Media as we know it is dead, long live the new media
However, when it came to blogs I had always been a bit more cautious. I didn’t underestimate a blog writer’s potential. However, I firmly stood by the belief that a writer was not necessarily a journalist. And to me most blog writers were merely writers. When a few years ago a friend of mine approached me and asked to co-pen a series of articles on current issues for a blog site, I was a bit skeptical, well, alright, ridiculously conservative, closed-minded, and downright arrogant. Weren’t blogs mock-journalistic sites anyhow? Where did a bunch of pages written by someone with possibly very little to no knowledge of the journalistic code of ethics, least-be-known the gentleman’s agreement for accuracy and objectivity, fit in the world of journalism?
Yet the subject matters proposed to me by my young friend were enticing, and I was bored, so I said, what the hell. We ended up co-penning 6 articles from a review of Belgian artist Renzo Marten’s Enjoy Poverty, to citizen journalism in Palestinian territories, and the new media. All links to the articles, five of which ran only in Turkish can be found as separate entries on this site.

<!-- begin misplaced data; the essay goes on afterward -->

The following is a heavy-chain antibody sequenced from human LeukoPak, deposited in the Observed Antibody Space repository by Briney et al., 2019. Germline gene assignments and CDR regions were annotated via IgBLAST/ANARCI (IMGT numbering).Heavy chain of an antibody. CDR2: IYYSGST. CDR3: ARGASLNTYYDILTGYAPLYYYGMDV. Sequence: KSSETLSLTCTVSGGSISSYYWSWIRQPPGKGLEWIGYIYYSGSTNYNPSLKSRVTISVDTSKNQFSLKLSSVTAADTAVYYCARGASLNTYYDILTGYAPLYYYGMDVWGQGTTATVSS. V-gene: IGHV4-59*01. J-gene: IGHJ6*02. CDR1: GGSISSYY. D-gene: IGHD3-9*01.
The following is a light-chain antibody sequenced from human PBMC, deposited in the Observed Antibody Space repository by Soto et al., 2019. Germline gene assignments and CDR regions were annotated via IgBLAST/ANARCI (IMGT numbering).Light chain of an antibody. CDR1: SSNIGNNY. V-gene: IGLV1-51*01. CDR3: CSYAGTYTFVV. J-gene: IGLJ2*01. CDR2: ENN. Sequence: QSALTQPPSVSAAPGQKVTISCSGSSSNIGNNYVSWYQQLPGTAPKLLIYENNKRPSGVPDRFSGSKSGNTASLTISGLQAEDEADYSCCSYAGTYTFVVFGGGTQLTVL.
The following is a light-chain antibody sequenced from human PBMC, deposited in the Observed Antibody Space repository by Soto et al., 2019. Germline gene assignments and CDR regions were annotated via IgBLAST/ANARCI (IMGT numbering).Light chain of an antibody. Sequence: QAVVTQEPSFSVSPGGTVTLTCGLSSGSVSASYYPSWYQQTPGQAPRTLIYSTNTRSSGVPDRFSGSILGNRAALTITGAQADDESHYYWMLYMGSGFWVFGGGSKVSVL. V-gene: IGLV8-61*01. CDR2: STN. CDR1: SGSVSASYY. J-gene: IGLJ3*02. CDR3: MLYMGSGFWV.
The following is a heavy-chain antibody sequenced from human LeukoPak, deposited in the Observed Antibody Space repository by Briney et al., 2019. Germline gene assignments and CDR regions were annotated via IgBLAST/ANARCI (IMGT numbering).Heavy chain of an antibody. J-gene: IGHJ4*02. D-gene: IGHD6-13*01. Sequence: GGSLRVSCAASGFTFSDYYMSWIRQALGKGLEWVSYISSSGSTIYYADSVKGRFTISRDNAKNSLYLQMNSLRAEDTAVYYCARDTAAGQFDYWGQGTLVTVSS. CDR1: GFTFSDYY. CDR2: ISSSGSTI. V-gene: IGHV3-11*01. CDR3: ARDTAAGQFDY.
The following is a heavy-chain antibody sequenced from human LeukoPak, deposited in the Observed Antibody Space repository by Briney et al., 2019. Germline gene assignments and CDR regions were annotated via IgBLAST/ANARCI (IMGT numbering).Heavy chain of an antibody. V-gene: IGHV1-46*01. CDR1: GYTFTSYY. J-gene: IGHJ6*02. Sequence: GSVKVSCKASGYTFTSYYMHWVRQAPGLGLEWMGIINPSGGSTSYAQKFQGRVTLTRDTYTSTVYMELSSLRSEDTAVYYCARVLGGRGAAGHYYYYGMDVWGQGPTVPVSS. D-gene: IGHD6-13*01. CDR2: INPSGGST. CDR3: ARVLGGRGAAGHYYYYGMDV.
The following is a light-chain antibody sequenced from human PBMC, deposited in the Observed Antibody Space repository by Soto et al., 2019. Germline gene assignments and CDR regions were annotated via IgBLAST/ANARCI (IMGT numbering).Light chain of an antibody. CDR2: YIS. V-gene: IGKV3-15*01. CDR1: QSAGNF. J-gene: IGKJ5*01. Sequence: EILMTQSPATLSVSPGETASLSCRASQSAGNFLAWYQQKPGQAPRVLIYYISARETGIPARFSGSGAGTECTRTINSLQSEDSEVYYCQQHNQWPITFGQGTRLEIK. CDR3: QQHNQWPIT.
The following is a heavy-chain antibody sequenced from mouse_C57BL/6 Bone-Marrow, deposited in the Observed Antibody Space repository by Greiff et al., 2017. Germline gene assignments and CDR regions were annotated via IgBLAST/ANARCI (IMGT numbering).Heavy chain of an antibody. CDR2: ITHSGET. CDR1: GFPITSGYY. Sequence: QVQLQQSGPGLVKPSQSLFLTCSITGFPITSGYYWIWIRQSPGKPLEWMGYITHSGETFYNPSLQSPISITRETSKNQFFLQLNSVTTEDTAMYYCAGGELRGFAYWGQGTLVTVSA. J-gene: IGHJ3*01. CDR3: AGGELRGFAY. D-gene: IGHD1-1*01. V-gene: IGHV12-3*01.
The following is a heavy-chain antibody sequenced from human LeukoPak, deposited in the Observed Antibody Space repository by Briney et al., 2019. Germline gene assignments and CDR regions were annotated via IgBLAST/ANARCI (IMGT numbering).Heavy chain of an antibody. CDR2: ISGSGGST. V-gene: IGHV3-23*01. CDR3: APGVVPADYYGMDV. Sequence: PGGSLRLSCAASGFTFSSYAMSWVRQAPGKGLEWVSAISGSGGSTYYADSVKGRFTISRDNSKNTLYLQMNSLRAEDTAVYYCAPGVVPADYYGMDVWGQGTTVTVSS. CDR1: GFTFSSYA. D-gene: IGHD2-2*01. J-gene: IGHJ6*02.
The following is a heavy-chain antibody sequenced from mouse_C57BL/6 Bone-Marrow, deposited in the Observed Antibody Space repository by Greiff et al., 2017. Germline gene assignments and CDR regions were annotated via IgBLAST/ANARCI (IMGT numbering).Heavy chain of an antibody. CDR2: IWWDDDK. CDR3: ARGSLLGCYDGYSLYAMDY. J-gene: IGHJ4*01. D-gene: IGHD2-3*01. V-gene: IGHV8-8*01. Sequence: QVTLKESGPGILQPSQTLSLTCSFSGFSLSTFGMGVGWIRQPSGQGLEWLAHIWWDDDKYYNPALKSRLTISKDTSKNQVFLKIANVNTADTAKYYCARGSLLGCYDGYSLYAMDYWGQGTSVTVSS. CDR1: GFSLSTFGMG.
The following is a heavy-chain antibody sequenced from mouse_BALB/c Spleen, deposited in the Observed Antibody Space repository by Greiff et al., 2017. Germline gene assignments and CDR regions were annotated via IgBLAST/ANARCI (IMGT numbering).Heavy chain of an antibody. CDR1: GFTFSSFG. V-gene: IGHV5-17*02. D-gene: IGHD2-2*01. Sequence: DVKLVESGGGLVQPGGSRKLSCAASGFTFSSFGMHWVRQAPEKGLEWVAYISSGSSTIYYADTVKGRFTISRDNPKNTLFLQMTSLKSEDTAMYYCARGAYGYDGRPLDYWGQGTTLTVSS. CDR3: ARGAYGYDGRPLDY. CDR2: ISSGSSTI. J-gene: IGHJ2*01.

Experimenting on these articles was not only an interesting experience, but also made me realize how social media parted from commercial media. I was appalled. The interactivity exposed you to your readers. If they thought what you wrote was a bag of baloney, they called you on that. The emperor, for once, was truly naked. No matter how well we researched, no article we wrote, no story we reported on could ever be perfect. But now, with social media, there was a slight bit of chance for that perfection. Through blogging, reportage could turn into a collective effort. And as it turned out, I was one of the last journalists who boarded the train.
It also turned out, the States had also tuned into what potential the new media held as well as the threats it harbored to their security, stability. For all of us it was an adjustment period, with the new generation born into a virtual world already crunching heavily on the keyboards, filling the new dimension with news, articles, analysis, bits of information, of all sorts. The internet was buzzing with life, as the old media was dying.